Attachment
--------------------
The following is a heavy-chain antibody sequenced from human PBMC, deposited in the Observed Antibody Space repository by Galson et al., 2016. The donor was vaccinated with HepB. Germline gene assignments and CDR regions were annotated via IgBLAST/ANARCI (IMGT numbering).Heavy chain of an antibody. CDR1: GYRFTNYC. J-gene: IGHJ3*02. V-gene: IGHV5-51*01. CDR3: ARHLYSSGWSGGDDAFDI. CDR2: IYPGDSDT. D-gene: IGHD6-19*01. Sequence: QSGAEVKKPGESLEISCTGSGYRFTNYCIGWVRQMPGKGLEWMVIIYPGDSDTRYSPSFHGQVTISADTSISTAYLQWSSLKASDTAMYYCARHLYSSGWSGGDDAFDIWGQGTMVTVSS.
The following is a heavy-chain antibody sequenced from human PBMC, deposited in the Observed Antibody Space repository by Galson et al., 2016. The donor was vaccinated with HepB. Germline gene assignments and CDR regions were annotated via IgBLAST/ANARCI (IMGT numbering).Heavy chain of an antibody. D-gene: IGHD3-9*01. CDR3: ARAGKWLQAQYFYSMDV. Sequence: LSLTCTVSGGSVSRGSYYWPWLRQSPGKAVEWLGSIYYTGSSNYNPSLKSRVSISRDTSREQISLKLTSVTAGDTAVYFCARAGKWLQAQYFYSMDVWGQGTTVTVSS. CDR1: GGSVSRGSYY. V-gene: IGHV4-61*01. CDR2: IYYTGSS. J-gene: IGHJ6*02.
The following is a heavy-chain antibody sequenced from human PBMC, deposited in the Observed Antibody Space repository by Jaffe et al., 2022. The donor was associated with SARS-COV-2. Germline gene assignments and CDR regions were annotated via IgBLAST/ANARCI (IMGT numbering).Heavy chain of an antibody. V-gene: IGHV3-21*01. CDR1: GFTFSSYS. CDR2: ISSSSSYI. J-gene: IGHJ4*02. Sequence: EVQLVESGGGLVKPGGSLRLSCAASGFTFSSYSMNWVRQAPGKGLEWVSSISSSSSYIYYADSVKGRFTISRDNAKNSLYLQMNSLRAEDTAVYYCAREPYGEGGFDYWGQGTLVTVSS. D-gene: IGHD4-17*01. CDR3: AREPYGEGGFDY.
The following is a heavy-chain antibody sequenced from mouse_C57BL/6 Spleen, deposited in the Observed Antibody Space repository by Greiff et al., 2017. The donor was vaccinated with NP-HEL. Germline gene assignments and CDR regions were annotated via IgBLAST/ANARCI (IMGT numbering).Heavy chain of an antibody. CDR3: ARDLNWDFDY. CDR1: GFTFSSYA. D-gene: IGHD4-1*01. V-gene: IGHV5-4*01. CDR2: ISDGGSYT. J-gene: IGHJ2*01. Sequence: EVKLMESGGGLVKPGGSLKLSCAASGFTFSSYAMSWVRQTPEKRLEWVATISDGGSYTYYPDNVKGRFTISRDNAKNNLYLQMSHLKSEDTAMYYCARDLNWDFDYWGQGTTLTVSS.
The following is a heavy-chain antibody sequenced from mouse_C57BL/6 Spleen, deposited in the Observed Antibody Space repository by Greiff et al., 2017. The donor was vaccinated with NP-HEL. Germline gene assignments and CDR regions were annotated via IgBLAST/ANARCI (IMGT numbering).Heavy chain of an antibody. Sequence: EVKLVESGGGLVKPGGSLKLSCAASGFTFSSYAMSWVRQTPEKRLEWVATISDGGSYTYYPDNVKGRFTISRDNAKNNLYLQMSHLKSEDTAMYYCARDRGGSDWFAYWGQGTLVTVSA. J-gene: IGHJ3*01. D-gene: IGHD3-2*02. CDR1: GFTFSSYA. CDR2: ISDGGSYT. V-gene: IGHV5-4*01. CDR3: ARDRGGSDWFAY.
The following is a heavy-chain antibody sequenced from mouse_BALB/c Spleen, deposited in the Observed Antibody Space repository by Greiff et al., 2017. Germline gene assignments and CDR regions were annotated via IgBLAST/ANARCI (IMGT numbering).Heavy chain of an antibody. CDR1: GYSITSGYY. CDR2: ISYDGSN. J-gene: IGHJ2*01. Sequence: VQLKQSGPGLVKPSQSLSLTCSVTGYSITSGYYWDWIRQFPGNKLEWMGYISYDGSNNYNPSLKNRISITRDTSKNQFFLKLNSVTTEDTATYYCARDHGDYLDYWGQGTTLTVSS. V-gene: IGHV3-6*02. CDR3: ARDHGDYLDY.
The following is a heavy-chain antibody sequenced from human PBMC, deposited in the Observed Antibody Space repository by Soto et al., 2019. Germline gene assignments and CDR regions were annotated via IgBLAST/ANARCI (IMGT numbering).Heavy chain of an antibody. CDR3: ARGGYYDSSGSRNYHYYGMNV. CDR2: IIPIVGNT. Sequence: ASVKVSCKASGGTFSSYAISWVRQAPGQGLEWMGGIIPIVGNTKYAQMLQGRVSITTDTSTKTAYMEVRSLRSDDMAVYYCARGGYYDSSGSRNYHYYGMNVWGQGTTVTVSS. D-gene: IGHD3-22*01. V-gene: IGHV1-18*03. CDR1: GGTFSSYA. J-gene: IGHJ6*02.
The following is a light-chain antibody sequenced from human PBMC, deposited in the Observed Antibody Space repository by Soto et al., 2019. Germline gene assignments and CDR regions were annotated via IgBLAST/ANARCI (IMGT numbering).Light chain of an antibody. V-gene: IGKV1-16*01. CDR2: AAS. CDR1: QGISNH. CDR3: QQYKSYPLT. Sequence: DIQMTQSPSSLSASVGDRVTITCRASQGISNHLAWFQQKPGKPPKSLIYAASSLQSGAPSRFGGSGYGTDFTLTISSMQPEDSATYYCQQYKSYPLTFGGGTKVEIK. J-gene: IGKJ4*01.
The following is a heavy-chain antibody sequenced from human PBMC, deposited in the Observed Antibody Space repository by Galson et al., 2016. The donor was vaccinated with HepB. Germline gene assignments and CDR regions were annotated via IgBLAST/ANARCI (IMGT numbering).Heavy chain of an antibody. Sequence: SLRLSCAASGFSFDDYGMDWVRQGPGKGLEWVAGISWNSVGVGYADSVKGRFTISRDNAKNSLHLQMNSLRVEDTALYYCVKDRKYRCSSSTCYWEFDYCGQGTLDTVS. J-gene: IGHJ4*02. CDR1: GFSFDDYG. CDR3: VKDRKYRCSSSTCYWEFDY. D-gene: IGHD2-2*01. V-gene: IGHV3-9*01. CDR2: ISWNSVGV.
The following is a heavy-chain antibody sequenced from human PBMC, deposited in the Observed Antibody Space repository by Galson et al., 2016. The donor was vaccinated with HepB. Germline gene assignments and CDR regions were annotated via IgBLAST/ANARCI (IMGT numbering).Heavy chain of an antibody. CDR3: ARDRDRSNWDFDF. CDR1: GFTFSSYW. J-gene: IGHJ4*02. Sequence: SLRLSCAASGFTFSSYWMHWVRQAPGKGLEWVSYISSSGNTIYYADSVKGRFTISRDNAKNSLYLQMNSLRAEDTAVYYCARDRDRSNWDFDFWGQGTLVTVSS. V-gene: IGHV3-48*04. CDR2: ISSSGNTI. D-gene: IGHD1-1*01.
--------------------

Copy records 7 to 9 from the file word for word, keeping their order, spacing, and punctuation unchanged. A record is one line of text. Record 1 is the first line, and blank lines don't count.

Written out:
The following is a heavy-chain antibody sequenced from human PBMC, deposited in the Observed Antibody Space repository by Soto et al., 2019. Germline gene assignments and CDR regions were annotated via IgBLAST/ANARCI (IMGT numbering).Heavy chain of an antibody. CDR3: ARGGYYDSSGSRNYHYYGMNV. CDR2: IIPIVGNT. Sequence: ASVKVSCKASGGTFSSYAISWVRQAPGQGLEWMGGIIPIVGNTKYAQMLQGRVSITTDTSTKTAYMEVRSLRSDDMAVYYCARGGYYDSSGSRNYHYYGMNVWGQGTTVTVSS. D-gene: IGHD3-22*01. V-gene: IGHV1-18*03. CDR1: GGTFSSYA. J-gene: IGHJ6*02.
The following is a light-chain antibody sequenced from human PBMC, deposited in the Observed Antibody Space repository by Soto et al., 2019. Germline gene assignments and CDR regions were annotated via IgBLAST/ANARCI (IMGT numbering).Light chain of an antibody. V-gene: IGKV1-16*01. CDR2: AAS. CDR1: QGISNH. CDR3: QQYKSYPLT. Sequence: DIQMTQSPSSLSASVGDRVTITCRASQGISNHLAWFQQKPGKPPKSLIYAASSLQSGAPSRFGGSGYGTDFTLTISSMQPEDSATYYCQQYKSYPLTFGGGTKVEIK. J-gene: IGKJ4*01.
The following is a heavy-chain antibody sequenced from human PBMC, deposited in the Observed Antibody Space repository by Galson et al., 2016. The donor was vaccinated with HepB. Germline gene assignments and CDR regions were annotated via IgBLAST/ANARCI (IMGT numbering).Heavy chain of an antibody. Sequence: SLRLSCAASGFSFDDYGMDWVRQGPGKGLEWVAGISWNSVGVGYADSVKGRFTISRDNAKNSLHLQMNSLRVEDTALYYCVKDRKYRCSSSTCYWEFDYCGQGTLDTVS. J-gene: IGHJ4*02. CDR1: GFSFDDYG. CDR3: VKDRKYRCSSSTCYWEFDY. D-gene: IGHD2-2*01. V-gene: IGHV3-9*01. CDR2: ISWNSVGV.